Wednesday, 29 October 2014

Geometer's Sketchpad - Practice Distance Between Points

When using the Geometer's Sketchpad it is often better to "start from sketch, not from scratch". That is, give students a premade sketch rather having them build something from nothing (as many textbooks would have you do). In this activity students can download a GSP sketch that allows them to practice determining the distance between two points (this part could also be used to check answers) and then to be quizzed with randomly generated sets of points.

  • MPM2D - develop the formula for the length of a line segment, and use this formula to solve problems (e.g., determine the lengths of the line segments joining the midpoints of the sides of a triangle, given the coordinates of the vertices of the triangle, and verify using dynamic geometry software);
  • All that is needed are the electronic downloads
  • Note that this really works well on an iPad using the Sketchpad Explorer App (which is free)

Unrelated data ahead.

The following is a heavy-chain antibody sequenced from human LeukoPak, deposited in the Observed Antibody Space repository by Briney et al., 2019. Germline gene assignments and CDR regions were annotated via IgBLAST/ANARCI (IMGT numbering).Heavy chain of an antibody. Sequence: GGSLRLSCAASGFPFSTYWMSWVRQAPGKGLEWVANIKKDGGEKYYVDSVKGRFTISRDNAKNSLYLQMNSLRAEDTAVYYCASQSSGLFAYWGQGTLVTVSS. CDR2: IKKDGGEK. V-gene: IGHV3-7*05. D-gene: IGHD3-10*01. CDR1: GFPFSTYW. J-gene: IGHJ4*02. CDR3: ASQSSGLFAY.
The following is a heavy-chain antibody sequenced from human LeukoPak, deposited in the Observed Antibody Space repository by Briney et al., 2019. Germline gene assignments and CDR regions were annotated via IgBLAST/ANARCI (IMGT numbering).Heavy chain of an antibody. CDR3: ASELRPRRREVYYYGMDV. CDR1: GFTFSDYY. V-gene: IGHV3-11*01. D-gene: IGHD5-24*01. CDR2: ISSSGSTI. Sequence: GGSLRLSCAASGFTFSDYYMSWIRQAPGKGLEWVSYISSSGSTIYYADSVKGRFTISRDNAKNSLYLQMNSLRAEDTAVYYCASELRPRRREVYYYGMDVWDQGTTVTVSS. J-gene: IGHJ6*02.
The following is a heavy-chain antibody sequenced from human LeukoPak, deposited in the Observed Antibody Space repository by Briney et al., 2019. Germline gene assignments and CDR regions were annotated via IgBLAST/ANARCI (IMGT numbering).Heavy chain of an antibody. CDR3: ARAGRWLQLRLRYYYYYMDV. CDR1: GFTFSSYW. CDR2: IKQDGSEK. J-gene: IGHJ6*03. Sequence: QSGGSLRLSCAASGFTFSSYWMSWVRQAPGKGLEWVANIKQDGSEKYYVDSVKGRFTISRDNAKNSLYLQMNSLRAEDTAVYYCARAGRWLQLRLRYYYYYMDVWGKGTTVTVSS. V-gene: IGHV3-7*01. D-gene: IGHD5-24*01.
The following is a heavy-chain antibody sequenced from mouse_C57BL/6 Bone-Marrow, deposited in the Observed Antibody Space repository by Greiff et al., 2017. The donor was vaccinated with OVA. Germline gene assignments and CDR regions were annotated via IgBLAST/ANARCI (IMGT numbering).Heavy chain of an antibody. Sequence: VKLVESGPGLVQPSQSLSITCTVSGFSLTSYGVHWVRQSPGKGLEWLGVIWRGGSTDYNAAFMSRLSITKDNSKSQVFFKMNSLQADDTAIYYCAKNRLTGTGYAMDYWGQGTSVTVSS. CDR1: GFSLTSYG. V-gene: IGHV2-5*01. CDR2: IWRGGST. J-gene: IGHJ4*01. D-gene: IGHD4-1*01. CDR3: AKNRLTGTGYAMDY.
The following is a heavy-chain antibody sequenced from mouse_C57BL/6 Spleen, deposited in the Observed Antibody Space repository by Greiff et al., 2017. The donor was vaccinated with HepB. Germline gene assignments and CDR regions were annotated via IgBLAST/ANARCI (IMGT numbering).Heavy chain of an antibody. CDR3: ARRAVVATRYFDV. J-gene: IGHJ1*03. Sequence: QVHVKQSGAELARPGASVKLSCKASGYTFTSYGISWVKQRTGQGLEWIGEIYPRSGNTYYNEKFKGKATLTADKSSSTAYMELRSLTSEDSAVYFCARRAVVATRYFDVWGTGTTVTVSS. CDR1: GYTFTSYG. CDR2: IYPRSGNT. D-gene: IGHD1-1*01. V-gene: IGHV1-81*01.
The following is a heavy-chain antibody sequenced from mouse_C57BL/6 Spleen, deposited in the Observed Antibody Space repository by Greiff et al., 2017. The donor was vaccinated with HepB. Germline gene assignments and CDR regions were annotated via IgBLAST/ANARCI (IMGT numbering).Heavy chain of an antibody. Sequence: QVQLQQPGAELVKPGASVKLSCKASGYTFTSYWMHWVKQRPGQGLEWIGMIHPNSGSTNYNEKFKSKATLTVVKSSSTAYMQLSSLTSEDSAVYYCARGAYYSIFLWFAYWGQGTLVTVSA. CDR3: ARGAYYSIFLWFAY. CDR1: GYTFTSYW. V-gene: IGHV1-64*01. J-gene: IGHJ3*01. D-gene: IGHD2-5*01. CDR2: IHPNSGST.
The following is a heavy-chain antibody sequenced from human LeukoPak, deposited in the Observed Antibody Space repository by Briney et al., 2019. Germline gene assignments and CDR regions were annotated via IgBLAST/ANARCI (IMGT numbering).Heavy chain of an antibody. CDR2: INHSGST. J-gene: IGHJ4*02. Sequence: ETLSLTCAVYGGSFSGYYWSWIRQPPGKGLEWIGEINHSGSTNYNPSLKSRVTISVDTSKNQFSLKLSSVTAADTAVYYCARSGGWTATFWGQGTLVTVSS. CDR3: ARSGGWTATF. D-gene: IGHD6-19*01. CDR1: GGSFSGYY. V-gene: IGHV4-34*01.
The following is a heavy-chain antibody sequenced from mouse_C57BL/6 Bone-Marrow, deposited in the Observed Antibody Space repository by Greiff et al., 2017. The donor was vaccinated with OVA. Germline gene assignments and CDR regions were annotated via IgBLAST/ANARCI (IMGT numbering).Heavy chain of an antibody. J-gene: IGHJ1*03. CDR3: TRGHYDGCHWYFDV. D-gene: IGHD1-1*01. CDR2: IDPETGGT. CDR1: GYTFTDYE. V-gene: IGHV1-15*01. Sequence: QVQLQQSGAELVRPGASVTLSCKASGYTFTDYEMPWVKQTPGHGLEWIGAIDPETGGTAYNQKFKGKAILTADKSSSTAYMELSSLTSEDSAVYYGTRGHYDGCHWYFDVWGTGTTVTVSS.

• You can also use this on any web based computer (or Chromebook) with this Web sketch
Watch the video below to see how to use the sketch. The first page can be used for discovery or for checking problems and the second page can be used for quizzing students as it will generate an infinite number of random points to find the distance between.

Did you use this activity? Do you have a way to make it better? If so tell us in the comment section. Thanks


  1. I had tried a similar activity with the properties of triangles, instead of my traditional note, I am using a series of gsp files and a student guide ( Students will use the files to determine the properties of the different lines (ie altitude), then see and explore the special properties. I agree with idea of having the gsp file pre-made in some applications. I feel that I will have a better understanding of terms and properties after this. I need to find better applications to real-life next. I really like the activity that you've posted and will probably try it with my class next semester.

    1. Thanks for the link to your sketches. I like doing that kind of investigation instead of traditional notes. I think it's a bit more authentic. The real life bit is tough, you are right.